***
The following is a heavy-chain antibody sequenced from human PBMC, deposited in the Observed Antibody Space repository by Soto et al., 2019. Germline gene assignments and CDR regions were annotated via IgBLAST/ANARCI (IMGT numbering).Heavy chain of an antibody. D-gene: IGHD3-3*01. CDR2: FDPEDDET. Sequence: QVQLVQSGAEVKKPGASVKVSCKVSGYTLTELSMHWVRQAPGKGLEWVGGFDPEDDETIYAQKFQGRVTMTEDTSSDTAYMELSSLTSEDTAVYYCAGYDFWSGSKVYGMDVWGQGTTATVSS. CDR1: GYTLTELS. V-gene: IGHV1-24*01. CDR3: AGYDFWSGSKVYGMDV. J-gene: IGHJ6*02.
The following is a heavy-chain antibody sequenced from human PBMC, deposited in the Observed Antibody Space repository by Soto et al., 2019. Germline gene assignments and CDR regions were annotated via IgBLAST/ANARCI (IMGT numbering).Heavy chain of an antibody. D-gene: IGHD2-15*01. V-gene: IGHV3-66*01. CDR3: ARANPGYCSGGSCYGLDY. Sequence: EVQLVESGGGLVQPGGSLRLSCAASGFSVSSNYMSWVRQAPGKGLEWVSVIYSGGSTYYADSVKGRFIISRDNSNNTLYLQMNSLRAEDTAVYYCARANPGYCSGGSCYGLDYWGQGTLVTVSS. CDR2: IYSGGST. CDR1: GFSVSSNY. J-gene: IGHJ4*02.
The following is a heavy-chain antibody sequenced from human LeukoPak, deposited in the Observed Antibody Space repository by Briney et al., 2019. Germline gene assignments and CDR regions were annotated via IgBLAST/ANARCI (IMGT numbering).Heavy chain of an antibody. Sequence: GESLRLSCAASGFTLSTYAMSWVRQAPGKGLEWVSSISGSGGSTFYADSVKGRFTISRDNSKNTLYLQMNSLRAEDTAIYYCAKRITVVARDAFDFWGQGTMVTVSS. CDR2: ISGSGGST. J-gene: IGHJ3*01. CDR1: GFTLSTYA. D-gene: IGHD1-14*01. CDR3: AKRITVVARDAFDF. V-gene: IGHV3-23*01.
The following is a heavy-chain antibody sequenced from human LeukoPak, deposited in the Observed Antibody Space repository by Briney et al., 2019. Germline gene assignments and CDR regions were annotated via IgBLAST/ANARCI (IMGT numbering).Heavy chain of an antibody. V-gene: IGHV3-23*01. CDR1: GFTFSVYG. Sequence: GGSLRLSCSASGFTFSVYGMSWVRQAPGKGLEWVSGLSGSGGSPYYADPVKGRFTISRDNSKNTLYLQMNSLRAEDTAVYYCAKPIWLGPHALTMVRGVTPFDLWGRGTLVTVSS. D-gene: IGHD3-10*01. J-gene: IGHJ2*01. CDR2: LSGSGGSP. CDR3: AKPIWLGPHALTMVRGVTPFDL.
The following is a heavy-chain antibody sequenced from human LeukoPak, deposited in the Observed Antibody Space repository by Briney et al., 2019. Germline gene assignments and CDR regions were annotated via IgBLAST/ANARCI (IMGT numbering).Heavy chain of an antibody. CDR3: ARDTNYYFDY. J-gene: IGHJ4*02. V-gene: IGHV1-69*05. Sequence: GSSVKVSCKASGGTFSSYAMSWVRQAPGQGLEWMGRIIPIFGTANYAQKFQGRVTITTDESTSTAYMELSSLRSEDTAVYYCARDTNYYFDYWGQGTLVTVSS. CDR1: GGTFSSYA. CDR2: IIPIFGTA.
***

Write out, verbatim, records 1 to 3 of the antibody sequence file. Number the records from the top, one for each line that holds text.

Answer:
The following is a heavy-chain antibody sequenced from human PBMC, deposited in the Observed Antibody Space repository by Soto et al., 2019. Germline gene assignments and CDR regions were annotated via IgBLAST/ANARCI (IMGT numbering).Heavy chain of an antibody. D-gene: IGHD3-3*01. CDR2: FDPEDDET. Sequence: QVQLVQSGAEVKKPGASVKVSCKVSGYTLTELSMHWVRQAPGKGLEWVGGFDPEDDETIYAQKFQGRVTMTEDTSSDTAYMELSSLTSEDTAVYYCAGYDFWSGSKVYGMDVWGQGTTATVSS. CDR1: GYTLTELS. V-gene: IGHV1-24*01. CDR3: AGYDFWSGSKVYGMDV. J-gene: IGHJ6*02.
The following is a heavy-chain antibody sequenced from human PBMC, deposited in the Observed Antibody Space repository by Soto et al., 2019. Germline gene assignments and CDR regions were annotated via IgBLAST/ANARCI (IMGT numbering).Heavy chain of an antibody. D-gene: IGHD2-15*01. V-gene: IGHV3-66*01. CDR3: ARANPGYCSGGSCYGLDY. Sequence: EVQLVESGGGLVQPGGSLRLSCAASGFSVSSNYMSWVRQAPGKGLEWVSVIYSGGSTYYADSVKGRFIISRDNSNNTLYLQMNSLRAEDTAVYYCARANPGYCSGGSCYGLDYWGQGTLVTVSS. CDR2: IYSGGST. CDR1: GFSVSSNY. J-gene: IGHJ4*02.
The following is a heavy-chain antibody sequenced from human LeukoPak, deposited in the Observed Antibody Space repository by Briney et al., 2019. Germline gene assignments and CDR regions were annotated via IgBLAST/ANARCI (IMGT numbering).Heavy chain of an antibody. Sequence: GESLRLSCAASGFTLSTYAMSWVRQAPGKGLEWVSSISGSGGSTFYADSVKGRFTISRDNSKNTLYLQMNSLRAEDTAIYYCAKRITVVARDAFDFWGQGTMVTVSS. CDR2: ISGSGGST. J-gene: IGHJ3*01. CDR1: GFTLSTYA. D-gene: IGHD1-14*01. CDR3: AKRITVVARDAFDF. V-gene: IGHV3-23*01.